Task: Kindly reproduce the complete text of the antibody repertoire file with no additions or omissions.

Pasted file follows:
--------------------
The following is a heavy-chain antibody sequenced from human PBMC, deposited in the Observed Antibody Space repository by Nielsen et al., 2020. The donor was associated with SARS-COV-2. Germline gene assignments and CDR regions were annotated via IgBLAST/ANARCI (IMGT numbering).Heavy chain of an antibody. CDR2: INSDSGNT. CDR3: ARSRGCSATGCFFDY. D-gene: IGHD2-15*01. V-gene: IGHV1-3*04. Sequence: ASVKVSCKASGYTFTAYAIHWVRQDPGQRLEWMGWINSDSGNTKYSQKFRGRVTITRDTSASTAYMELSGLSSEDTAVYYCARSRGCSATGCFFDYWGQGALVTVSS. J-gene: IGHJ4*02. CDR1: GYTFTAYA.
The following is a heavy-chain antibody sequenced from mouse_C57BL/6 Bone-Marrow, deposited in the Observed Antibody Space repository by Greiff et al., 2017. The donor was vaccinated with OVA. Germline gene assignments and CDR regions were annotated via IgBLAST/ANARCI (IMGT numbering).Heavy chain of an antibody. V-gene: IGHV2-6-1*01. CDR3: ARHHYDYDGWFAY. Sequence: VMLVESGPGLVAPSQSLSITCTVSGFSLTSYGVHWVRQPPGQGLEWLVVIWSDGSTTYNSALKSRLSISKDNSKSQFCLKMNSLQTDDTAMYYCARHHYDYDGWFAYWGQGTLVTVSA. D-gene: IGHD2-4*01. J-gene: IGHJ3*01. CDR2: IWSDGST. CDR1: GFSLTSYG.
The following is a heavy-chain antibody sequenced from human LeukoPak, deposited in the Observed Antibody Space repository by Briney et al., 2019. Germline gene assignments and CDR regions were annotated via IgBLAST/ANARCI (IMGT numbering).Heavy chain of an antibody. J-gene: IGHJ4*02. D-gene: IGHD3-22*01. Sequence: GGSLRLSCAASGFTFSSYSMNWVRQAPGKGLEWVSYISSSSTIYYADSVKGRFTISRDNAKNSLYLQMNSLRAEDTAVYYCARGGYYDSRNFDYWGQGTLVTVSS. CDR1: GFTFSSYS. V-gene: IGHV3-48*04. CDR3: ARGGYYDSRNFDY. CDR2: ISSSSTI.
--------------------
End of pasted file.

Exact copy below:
The following is a heavy-chain antibody sequenced from human PBMC, deposited in the Observed Antibody Space repository by Nielsen et al., 2020. The donor was associated with SARS-COV-2. Germline gene assignments and CDR regions were annotated via IgBLAST/ANARCI (IMGT numbering).Heavy chain of an antibody. CDR2: INSDSGNT. CDR3: ARSRGCSATGCFFDY. D-gene: IGHD2-15*01. V-gene: IGHV1-3*04. Sequence: ASVKVSCKASGYTFTAYAIHWVRQDPGQRLEWMGWINSDSGNTKYSQKFRGRVTITRDTSASTAYMELSGLSSEDTAVYYCARSRGCSATGCFFDYWGQGALVTVSS. J-gene: IGHJ4*02. CDR1: GYTFTAYA.
The following is a heavy-chain antibody sequenced from mouse_C57BL/6 Bone-Marrow, deposited in the Observed Antibody Space repository by Greiff et al., 2017. The donor was vaccinated with OVA. Germline gene assignments and CDR regions were annotated via IgBLAST/ANARCI (IMGT numbering).Heavy chain of an antibody. V-gene: IGHV2-6-1*01. CDR3: ARHHYDYDGWFAY. Sequence: VMLVESGPGLVAPSQSLSITCTVSGFSLTSYGVHWVRQPPGQGLEWLVVIWSDGSTTYNSALKSRLSISKDNSKSQFCLKMNSLQTDDTAMYYCARHHYDYDGWFAYWGQGTLVTVSA. D-gene: IGHD2-4*01. J-gene: IGHJ3*01. CDR2: IWSDGST. CDR1: GFSLTSYG.
The following is a heavy-chain antibody sequenced from human LeukoPak, deposited in the Observed Antibody Space repository by Briney et al., 2019. Germline gene assignments and CDR regions were annotated via IgBLAST/ANARCI (IMGT numbering).Heavy chain of an antibody. J-gene: IGHJ4*02. D-gene: IGHD3-22*01. Sequence: GGSLRLSCAASGFTFSSYSMNWVRQAPGKGLEWVSYISSSSTIYYADSVKGRFTISRDNAKNSLYLQMNSLRAEDTAVYYCARGGYYDSRNFDYWGQGTLVTVSS. CDR1: GFTFSSYS. V-gene: IGHV3-48*04. CDR3: ARGGYYDSRNFDY. CDR2: ISSSSTI.